Does the Spirit of Fanny Ficke Still Reside at her Former Davenport Home?

   Davenport is an old city. Old cities have seen a lot of people, a lot of events. Every single one of those individuals and events left a mark, whether good or bad. The city has a lot of memories. It would stand to reason that some of those memories…linger on.

   This week, I would like to share with you an unusual story that I happened upon while doing some research. Whether you, the reader, believe it or not, the story is there. I am only here to tell the tale, not to make a convincing argument for the existence or non-existence of the supernatural. I leave that up to you.

Main Street

   Main Street is one of the oldest streets in town. As such, it runs through some of the original parts of the city and has many historic buildings and houses along its length.

   The road begins at the Mississippi River, then winds northward through the downtown area. Main Street was one of the primary roads through the original part of Davenport, and early pioneers such as Antoine LeClaire, Colonel George Davenport, Ebenezer Cook, and J.M.D. Burroughs strode along it. They built their businesses there, along with hotels and mercantile.

   As time passed, the city began to grow. Like an ink blot on parchment paper, it spread it all directions. Main Street was extended northward up the bluff, and then beyond. Old businesses were replaced with new ones, such as the Putnam Building and the Davenport Bank.

   Along the bluff, houses were built. Some of them were relatively modest, but others were not. Perhaps chief amongst the latter is the Ficke Mansion.

The House That Parker Built


old ficke home
The Monroe Parker House, later the C.A. Ficke Mansion

   The mansion was originally built in 1884 by ultra-wealthy Davenport financier James Monroe Parker.  The brick home boasted three stories and thirty-eight rooms, done in the Second Empire style. The mansard roof featured colored roofing tiles and a widow’s walk.

   Inside, the rooms were gigantic, featuring twelve and a half foot ceilings. They were filled with lavish woodwork and had such features as sliding doors and a wine cellar. There was even a form of primitive air conditioning that allowed fresh air to travel through the house via ducts in the foundation.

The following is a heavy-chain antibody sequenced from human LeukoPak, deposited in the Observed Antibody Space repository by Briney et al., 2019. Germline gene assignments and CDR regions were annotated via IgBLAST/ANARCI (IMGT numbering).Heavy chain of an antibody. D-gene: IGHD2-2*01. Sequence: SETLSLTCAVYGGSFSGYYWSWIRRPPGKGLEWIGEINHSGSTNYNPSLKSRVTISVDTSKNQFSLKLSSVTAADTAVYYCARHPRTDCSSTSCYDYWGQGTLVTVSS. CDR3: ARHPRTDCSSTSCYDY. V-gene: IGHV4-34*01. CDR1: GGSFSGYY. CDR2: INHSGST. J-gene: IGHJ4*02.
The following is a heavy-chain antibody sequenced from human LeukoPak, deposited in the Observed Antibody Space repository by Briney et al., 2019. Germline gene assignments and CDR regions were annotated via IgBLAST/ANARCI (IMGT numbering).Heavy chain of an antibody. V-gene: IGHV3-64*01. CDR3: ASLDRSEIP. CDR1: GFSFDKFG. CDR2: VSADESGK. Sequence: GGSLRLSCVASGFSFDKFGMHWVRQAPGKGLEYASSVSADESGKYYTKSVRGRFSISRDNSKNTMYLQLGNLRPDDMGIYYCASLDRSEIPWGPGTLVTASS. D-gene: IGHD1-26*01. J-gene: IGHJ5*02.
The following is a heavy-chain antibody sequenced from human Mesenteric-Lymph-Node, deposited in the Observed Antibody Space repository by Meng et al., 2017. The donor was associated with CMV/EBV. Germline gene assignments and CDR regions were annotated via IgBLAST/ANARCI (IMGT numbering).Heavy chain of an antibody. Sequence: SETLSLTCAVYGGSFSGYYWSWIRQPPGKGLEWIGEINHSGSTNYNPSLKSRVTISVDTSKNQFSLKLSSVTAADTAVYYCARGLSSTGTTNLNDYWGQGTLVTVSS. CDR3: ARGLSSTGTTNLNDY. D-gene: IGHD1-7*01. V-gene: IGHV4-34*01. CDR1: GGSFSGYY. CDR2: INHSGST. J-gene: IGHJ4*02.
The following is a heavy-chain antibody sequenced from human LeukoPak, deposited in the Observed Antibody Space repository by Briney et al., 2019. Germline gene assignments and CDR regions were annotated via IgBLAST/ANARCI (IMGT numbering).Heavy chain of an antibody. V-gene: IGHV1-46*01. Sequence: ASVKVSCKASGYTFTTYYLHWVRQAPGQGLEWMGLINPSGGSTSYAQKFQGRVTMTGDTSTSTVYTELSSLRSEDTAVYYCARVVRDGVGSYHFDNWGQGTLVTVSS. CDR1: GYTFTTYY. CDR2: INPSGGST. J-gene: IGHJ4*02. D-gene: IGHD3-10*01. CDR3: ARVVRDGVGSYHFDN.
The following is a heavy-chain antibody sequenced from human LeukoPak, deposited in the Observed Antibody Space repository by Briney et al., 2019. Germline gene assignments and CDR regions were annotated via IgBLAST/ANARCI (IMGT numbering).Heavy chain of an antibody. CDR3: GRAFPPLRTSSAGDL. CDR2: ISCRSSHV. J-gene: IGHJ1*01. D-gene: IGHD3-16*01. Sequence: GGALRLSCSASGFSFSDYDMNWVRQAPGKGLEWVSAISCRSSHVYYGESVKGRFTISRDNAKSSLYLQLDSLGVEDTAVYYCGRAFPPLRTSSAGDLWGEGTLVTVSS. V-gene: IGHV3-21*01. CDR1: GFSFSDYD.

Interior Ficke Mansion
The main hallway of the mansion, looking through to the main stairwell.

   When Parker died in 1892, Charles August Ficke bought the home from Parker’s widow the following year.

A Local Legend


Charles August Ficke
Charles August Ficke in his later years.

   Born in Germany, he immigrated to America with his family as a small boy. His father, who had been very wealthy, eventually bought a farm in northern Scott County, around the Long Grove area. Unfortunately, the elder Ficke’s talents did not extend to farming, and he did very poorly his first year.

   Still, he never gave up and strived to learn his newfound trade. After several mistakes and bad harvest years, Mr. Ficke eventually became a successful farmer. Young Charles, however, was determined that he would never again face those lean years.

   He left home at the age of thirteen, moving to Davenport to begin his life’s journey. Charles would eventually learn the banking trade, and then give it up to attend law school and become a successful lawyer. Charles served two terms as the mayor of Davenport but gave it up to pursue a quiet life with his family.

   In 1882, he had married Frances Davison. The daughter of a prominent Davenport man, Fannie, as she was more commonly known, was attractive and well-educated. She bore Charles three children and loved her family dearly.

   C.A. Ficke and his family would travel extensively all over the world, and he brought back several pieces of art to his home. Fannie was both encouraging and supportive of his hobby. Ficke eventually collected so much that he converted the entire third floor of his huge mansion into a private art gallery.  It was this enormous collection that would eventually form the core collection for the Davenport Museum of Art, later named the Figge Art Museum.

   Ficke died at the age of 81 in 1931. He and Fannie had been married for almost five decades.

   Frances continued to live in the home at 1208 Main Street.

Fannie Ficke: Community Leader


Frances Ficke
Frances Ficke, wife of C.A. Ficke

   Fannie had been no less a leader in the community than her late husband and continued doing so after his death. She was a leader on the Davenport Public Library Board and the Ladies Industrial Relief Society. During World War I, she had also been actively involved with the Red Cross.

   Fannie was a quiet woman, and humble in her demeanor. However, she had a keen intelligence, and strove to make the world her lived in a better place through volunteering and monetary donations.

   In 1945, she passed away at her home in late 1945.

   The mansion passed through several different people, until it was purchased by Delta Sigma Chi chiropractic fraternity from nearby Palmer College of Chiropractic. They have strived to both renovate and maintain the historic property and have done an outstanding job for the past several years. But there is at least one person who claims that they are not the only one who occupies the house.

Aunt Fanny’s Still Watching

   In 2003, one of Charles’s and Fannies relatives contacted the Quad City Times, a newspaper based in Davenport. She talked about her father, who had spent time in the Ficke Mansion as a youth. But she also related something else – that she believed the house was haunted.